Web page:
A robust and healthy economy needs innovation. Lots of it. And from an abundance of different minds. Celebrated Michigan State University economist Dr. Lisa D. Cook has studied all the different ways that the innovation economy—schools, companies and organizations specializing in STEM—has created policies, procedures, and systems which undermine innovation initiatives and cost the US economy a staggering $1 trillion per year. How do we get more ideas out of the economy? Dr. Cook says you start by asking a different set of questions.
“Cook's original and risk-taking research is a clarion call to integrate not only diversity of thought, but also diversity of lived experience—to integrate them not only into economics, but also the world beyond.”— Finance and Development
With the sheer volume of data available to everyone, in all industries, it’s more important than ever to be looking at the right data, and asking the right questions, says Dr. Cook, whose singular research contextualized economic conditions using indicators no one had ever thought to look at before—patents, property rights, conflict. In illuminating talks she examines the economics of innovation, revealing surprising and costly obstacles to productivity, efficiency, development, and excecution, and mapping the path to a richer, better America for everyone.
Dr. Lisa D. Cook is a Professor in the Department of Economics and at James Madison College at Michigan State University. As a Marshall Scholar, she received a second B.A. from Oxford University in Philosophy, Politics, and Economics, as well as a Ph.D. in economics from the University of California, Berkeley. She’s advised at four of the twelve Federal Reserve Banks in the country, and served as senior adviser in the U.S. Treasury Department and a senior economist on the Council of Economic Advisers during the Obama administration. She is currently Director of the American Economic Association Summer Training Program.
The Economics of Innovation How Do We Get More Ideas Out of the Economy
Innovation is crucial to economic growth—so why do we keep standing in its way? And how can we stop? Dr. Lisa D. Cook draws from historical data, personal experience, and her own fascinating research to help audiences understand what she calls the economics of innovation: who invents and why; what promotes innovation and what kills it; how inequality harms every stage of the innovation process. The answers to these questions will have a profound effect not just on our economy, but on our world.
Macroeconomics A Global Outlook
As a senior economist on President Barack Obama’s Council of Economic Advisors, Dr. Lisa D. Cook worked on policies relating to the eurozone, innovation, and entrepreneurship, and has held an advisory role in four of the twelve Federal Reserve Banks in the United States. She’s written about export platforms for Ghana and Tunisia, intellectual property protection in Brazil, and her thesis looked at how the absence of property rights in czarist and post-Soviet Russia led to an underdeveloped banking system. Now, her talks range from the changing role of central banks under COVID-19 and future fiscal responses, to debt management outlook, major political implications of the election, stress tests, money laundering, digital currenies, and more. The experience, expertise, and singular perspective she brings to tailored talks on the subject of global macroeconomics is unparalleled.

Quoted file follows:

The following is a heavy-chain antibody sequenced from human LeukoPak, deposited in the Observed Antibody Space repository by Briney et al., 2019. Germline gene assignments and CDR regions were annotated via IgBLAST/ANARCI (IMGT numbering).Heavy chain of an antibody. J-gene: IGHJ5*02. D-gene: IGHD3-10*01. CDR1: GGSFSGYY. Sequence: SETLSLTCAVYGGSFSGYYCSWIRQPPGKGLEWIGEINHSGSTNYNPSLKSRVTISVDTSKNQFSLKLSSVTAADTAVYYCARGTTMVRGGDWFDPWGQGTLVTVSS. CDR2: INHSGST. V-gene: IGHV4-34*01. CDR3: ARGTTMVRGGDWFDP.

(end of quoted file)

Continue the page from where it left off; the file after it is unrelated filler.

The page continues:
The Cost of Racism
Using US commercial patents as a measure of economic activity, Cook’s seminal research explored the way segregation, lynching and race riots from 1870 to 1940 drastically reduced the number of patents filed by black innovators, who previously had been filing at the same pace as white innovators. “Conflict can have lasting and persistent effects on economic activity,” says Cook, which can be observed today in the discriminatory policies, both obvious and latent, woven throughout economics, STEM, and other innovation industries. This keynote is rife with lessons, especially potent today, about how we can begin to correct the historic inequalities that impoverish us today, and prevent today’s conflicts from impoverishing us tomorrow.
Diversity in STEM Igniting the Innovation Economy
While the targets of discrimination undeniably suffer the most, denying women and people of color the same opportunities as everyone else diminishes the finances of millions of Americans. In other words companies, laboratories, colleges and universities are leaving colossal sums of money on the table by not maximizing talent and living standards for all Americans. In this keynote, Cook draws upon hidden histories, lived experience, and the staggering facts of her profoundly original research to create a roadmap towards equal opportunity, equal representation, and a richer, better America for everyone.